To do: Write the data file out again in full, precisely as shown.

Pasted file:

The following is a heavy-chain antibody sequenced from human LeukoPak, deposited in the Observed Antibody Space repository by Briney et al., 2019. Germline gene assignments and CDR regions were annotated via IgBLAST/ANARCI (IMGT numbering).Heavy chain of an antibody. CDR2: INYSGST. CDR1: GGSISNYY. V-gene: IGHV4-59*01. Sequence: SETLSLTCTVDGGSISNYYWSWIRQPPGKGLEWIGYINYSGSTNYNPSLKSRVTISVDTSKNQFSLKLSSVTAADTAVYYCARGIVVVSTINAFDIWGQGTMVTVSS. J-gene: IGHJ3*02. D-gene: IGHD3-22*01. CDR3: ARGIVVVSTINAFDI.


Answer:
The following is a heavy-chain antibody sequenced from human LeukoPak, deposited in the Observed Antibody Space repository by Briney et al., 2019. Germline gene assignments and CDR regions were annotated via IgBLAST/ANARCI (IMGT numbering).Heavy chain of an antibody. CDR2: INYSGST. CDR1: GGSISNYY. V-gene: IGHV4-59*01. Sequence: SETLSLTCTVDGGSISNYYWSWIRQPPGKGLEWIGYINYSGSTNYNPSLKSRVTISVDTSKNQFSLKLSSVTAADTAVYYCARGIVVVSTINAFDIWGQGTMVTVSS. J-gene: IGHJ3*02. D-gene: IGHD3-22*01. CDR3: ARGIVVVSTINAFDI.